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Stability of blood homocysteine and other thiols: EDTA or acidic citrate?

Homocysteine (Hcy), a thiol-containing amino acid resulting from demethylation of methionine (Met), is relevant to the risk of vascular diseases (1). In plasma, total homocysteine (tHcy) includes the free reduced and oxidized forms as well as the Hcy bound by disulfide bonds in proteins. tHcy is frequently increased in patients with coronary, cerebrovascular, or peripheral arterial diseases; the association is independent of most other risk factors for atherosclerosis (2). The simultaneous measurement of other thiols is of interest because most of them are metabolically related and disturbances of their concentrations can correspond to disorders of metabolism. Hcy may either be catabolized to cysteine (Cys) or remethylated to Met (3). In addition, Cys and y-glutamylcysteine are precursors to glutathione (GSH), and cysteinylglycine (CysGly) is a breakdown product of GSH; this latter plays a major role in defense against oxidative and free radical-mediated cell injury, and its measurement permits the evaluation of oxidative status of cells and tissues (4).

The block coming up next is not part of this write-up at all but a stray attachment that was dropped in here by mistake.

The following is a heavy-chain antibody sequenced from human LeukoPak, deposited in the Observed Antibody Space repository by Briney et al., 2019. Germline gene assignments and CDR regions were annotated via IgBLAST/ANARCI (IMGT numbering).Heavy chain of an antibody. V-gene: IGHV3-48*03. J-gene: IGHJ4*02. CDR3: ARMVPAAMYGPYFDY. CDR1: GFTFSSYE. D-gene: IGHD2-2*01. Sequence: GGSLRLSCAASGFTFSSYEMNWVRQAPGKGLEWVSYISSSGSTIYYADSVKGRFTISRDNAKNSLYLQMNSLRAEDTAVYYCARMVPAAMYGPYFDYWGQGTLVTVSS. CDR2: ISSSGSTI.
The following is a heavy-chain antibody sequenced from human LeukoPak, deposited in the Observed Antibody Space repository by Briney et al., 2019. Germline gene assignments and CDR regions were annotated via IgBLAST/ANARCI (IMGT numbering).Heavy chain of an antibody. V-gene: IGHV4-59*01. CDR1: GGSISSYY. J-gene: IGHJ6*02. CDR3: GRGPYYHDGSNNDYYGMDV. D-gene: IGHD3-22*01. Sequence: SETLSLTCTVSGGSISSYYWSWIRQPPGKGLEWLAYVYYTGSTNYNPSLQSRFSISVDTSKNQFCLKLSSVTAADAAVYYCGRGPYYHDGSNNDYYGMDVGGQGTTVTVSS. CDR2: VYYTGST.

It should be expected that less rigorous blood sampling and treatment conditions are needed than those involved for thiol redox status evaluation (5). For plasma, storage conditions have little influence on tHcy values: tHcy in plasma is stable at -20 [degrees]C for at least 3 months and after nine freeze/thaw cycles (6). In contrast, in whole blood, an increase of tHcy is observed after collection because of ongoing metabolism and time-dependent release from erythrocytes (7). The artificial increase in plasma tHcy occurs at a rate of 1 [micro]mol/L per hour at room temperature (6, 7). In most studies, blood is drawn in tubes containing potassium EDTA, which are put immediately in crushed ice and centrifuged "as soon as possible", and then the plasma is frozen. These conditions prevent increases in tHcy in whole blood after collection, but they are not always practical. An alternative procedure is needed, especially for large epidemiological studies involving different sample collection sites, where processing with crushed ice is difficult. Use of sodium fluoride (with heparin as anticoagulant) has been proposed to inhibit Hcy release from blood cells for 2 h at room temperature (8). More recently, Willems et al. (9) have claimed that blood collection in acidic citrate tubes stabilizes tHcy in whole blood: tHcy did not increase markedly for 6 h at room temperature after collection, but an increase of 1.3 [micro]mol/L was found at baseline in tHcy measured in samples collected into acidic citrate compared with EDTA samples. tHcy has been reported to be stable in blood lysate for 2 days at room temperature; however, tHcy concentrations were lower than in plasma, and a different reference range had to be defined (10). Finally, an inhibitor of S-adenosylhomocysteine hydrolase, i.e., 3-deazaadenosine, has been reported to keep tHcy constant in whole blood samples at room temperature for 24 h (11).